Kevin Spacey is an aggressive “sexual bully” who assaults men and gets turned on when his unwanted advances provoke anger, a British prosecutor said on Friday at the start of the Oscar-winning U.S. actor’s trial on sex offence charges.
Spacey, 63, has pleaded not guilty to a dozen allegations of historic sex offences committed against four men, then aged in their 20s and 30s, which are said to have taken place between 2001 and 2013. His lawyer said the claims were “damned lies”.
Opening the prosecution case at London’s Southwark Crown Court, lawyer Christine Agnew told the jury the “predatory” Spacey was not just an extremely famous actor who had won a number of awards but “a man who sexually assaults other men”.
“A man who does not respect personal boundaries or space, a man who it would seem delights in making others feel powerless and uncomfortable – a sexual bully,” Agnew said.
“His preferred method of assault is, it appears, to grab aggressively other men in the crotch.”
Spacey, who is being tried under his full name Kevin Spacey Fowler, watched proceedings from the dock, wearing a grey suit, a gold-coloured tie and glasses.
The charges against him include repeated incidents of indecent and sexual assaults. He is also accused of a more serious offence of causing a person to engage in penetrative sexual activity without consent, which carries a maximum punishment of life imprisonment.
“Each of these allegations of non-consensual sexual conduct is completely denied,” his lawyer Patrick Gibbs said. “Mr Spacey has come back to the UK as he said he would to answer them and say in full in due course what actually happened as he would say it and put all the rumours and conjecture to bed.”
Outlining the allegations of the four men, Agnew said Spacey had repeatedly grabbed and groped the victims or forced their hand onto his own genitalia, and performed oral sex on one while he was asleep.
When one man told him he must never touch him again after Spacey grabbed his crotch very hard, the actor “simply laughed and commented that his getting angry simply turned him on”, Agnew said.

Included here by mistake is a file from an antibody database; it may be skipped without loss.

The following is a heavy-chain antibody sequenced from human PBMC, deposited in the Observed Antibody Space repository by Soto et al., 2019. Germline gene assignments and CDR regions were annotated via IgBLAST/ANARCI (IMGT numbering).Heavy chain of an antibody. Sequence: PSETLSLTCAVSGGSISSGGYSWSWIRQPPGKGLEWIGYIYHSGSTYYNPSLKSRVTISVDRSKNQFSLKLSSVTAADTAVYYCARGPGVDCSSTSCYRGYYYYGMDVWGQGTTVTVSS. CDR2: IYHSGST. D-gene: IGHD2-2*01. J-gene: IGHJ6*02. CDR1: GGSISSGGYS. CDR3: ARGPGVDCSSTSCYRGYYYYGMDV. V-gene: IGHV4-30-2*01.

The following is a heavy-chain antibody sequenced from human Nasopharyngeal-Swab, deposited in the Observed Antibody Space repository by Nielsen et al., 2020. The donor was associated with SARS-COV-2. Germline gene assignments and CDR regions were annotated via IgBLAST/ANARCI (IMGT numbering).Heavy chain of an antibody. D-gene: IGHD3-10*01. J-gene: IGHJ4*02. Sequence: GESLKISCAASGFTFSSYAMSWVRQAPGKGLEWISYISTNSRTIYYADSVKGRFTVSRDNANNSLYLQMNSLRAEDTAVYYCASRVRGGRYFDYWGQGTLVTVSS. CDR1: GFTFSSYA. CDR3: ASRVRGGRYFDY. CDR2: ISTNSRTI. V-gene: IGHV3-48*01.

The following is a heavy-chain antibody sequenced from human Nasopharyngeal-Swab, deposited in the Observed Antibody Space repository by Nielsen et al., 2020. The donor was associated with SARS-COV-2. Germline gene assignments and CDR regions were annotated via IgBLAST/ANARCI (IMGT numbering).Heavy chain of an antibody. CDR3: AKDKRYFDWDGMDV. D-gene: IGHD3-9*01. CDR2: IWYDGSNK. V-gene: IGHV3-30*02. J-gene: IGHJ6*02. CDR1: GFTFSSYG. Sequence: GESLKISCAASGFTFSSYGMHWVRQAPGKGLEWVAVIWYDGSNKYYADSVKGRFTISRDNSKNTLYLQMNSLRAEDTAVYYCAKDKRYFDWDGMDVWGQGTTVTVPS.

The allegations against Spacey, who won Oscars for best actor in 2000 for “American Beauty” and best supporting actor in “The Usual Suspects” in 1996, took place during the more than a decade he spent in London working at the Old Vic theatre.
In police interviews, Spacey said he had no memory of some of his accusers and denied grabbing them, although he said it was “entirely possible and indeed likely” he had made a clumsy pass at someone he did not recall, Agnew said.
The prosecutor said the jury, who she cautioned might “feel a little star-struck”, would have to decide whether the accusers were lying or making up allegations to benefit financially, with some of them suing the actor in civil courts.
“Or is it the case, as we the prosecution suggest, that Mr Spacey Fowler abused the power and influence that his reputation and fame afforded him?” she said.
Spacey’s lawyer said there were definitely two sides to the stories, and the jurors would need to consider what had actually happened, whether it was consensual, and what was the accusers’ motivation in making their complaints.
“You will hear some truths, you will hear some half-truths, you will also hear … some deliberate exaggerations and some many damned lies,” Gibbs said.
The trial is due to last about four weeks.